It's Monday! What are you reading? was started by Sheila at Book Journey and was adapted for children's books from picture books through YA by Jen of Teach Mentor Texts and Kellee of Unleashing Readers. You can visit either site for a round up of blogs sharing their weekly readings and thoughts or search Twitter for #IMWAYR.
Last Weeks' Posts
- Featured Illustrator: Demi, part 1: biographies. Our featured illustrator for May is Demi! Her artwork is simply stunning, and she has written an incredible series of books about the lives of famous historical and religious figures, which are highlighted in this first post.
- #3rdfor3rd: Dragon Masters series. One of my students wrote a series of book reviews about several of the first books in the Dragon Masters series. His cliffhanger questions will leave you wanting to read them all!
- Join the Diverse Children's Book Linkup! There's an all-new #diversekidlit up, featuring books for children that showcase the diversity of our world.
Mama’s Nightingale: A Story of Immigration and Separation (2015) written by Edwidge Danticat and illustrated by Leslie Staub [A Charlotte Zolotow Highly Commended Book]. I posted about this book last month, but this week I read it aloud and discussed it with students. It was clear that they were deeply impacted by the story of this girl whose Haitian mother was in immigration prison for not having "the right papers." We also read the author's note and discussed the fact that many children and many families do not experience a happy ending like the one in the book.
The word is out now at my school that I will be moving on from third grade to sixth and seventh next year. It will be fun to catch up with some of my students from years past, but I also feel like I have a lot of catching up to do, book-wise! This age of kids seems to fall in a pretty steep book gap between older Middle Grade and younger Young Adult fiction. I would appreciate any and all suggestions for good books and resources to help bridge this gap!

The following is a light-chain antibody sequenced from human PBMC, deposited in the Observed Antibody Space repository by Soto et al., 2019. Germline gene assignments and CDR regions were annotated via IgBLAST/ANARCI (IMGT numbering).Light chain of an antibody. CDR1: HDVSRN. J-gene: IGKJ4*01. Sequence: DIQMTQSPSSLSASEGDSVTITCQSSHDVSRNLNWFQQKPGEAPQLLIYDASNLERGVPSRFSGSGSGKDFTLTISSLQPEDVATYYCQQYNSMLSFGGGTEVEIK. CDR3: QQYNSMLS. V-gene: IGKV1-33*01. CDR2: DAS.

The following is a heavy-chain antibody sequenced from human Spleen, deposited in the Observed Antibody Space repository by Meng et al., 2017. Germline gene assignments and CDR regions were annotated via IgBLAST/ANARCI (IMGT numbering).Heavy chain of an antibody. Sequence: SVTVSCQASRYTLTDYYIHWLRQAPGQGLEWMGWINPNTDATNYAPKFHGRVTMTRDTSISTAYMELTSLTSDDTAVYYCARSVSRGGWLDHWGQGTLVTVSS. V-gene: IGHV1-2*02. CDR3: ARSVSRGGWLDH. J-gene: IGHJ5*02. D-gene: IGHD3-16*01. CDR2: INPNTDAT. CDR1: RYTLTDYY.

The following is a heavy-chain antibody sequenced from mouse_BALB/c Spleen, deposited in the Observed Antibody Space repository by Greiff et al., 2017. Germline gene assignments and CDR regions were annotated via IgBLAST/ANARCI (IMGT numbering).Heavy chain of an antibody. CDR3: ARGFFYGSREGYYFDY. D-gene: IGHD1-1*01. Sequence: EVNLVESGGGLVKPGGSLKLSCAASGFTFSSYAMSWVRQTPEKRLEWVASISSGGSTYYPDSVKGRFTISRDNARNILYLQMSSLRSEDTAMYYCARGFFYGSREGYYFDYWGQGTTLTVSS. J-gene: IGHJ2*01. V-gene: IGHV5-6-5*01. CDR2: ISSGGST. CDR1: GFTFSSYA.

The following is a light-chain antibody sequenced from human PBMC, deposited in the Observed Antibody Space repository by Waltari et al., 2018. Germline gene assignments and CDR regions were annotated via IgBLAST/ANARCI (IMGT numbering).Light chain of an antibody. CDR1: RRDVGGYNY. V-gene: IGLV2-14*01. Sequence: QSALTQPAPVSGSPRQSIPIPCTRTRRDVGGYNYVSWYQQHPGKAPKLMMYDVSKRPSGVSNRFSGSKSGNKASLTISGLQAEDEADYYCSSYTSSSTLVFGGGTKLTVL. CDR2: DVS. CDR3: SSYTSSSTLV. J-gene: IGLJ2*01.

Booked (2016) by Kwame Alexander. I had been eagerly anticipating Booked after finished The Crossover, a recent Newbery winner, and it did not disappoint. Booked is another novel-in-verse, this time told from the perspective of twelve-year old Nick Hall, an up-and-coming soccer star, plagued by his wordsmith father's book, Weird and Wonderful Words. The story touches many important issues and difficulties in tween/teenage life but without getting too heavy into more grownup content. I am excited to add both of these to my middle school classroom library!
All American Boys: a novel (2015) by Jason Reynolds and Brendan Kiely [the winner of the first-ever Walter Award (formally, the Walter Dean Myers Award for Outstanding Children’s Literature) and a Coretta Scott King Honor book]. This is a hugely important book about the real pressures and fears of today's high school students, particularly students of color. The alternating perspectives in the two narrators allow both authors to explore complex issues from these two points of view. There are some more "adult" themes raised (underage drinking, unsupervised house parties) that some parents might object to, but at the same time others of these issues (racism, profiling, police brutality) are forced upon kids - even middle schoolers.
Enchanted Air: two cultures, two wings: a memoir (2015) by Margarita Engle [winner of the Pura Belpré Award and a finalist for the YALSA-ALA award for excellence in Young Adult nonfiction]. I got to hear Margarita Engle speak at last month's Charlotte Zolotow Awards when she received her medal for Drum Dream Girl.
The Social Studies curriculum for seventh grade focuses on Latin American history for the first semester, so I was eager to dive into this memoir-in-verse of growing up in Cuba during the 1950s and 60s. I enjoyed the book but even though it is told through her eyes as a child, I felt like much of the story was overly simplistic and lacked the depth of information and reference of Brown Girl Dreaming. I may use it as part of a memoir-focused book club where students have a range of books to choose from and discuss.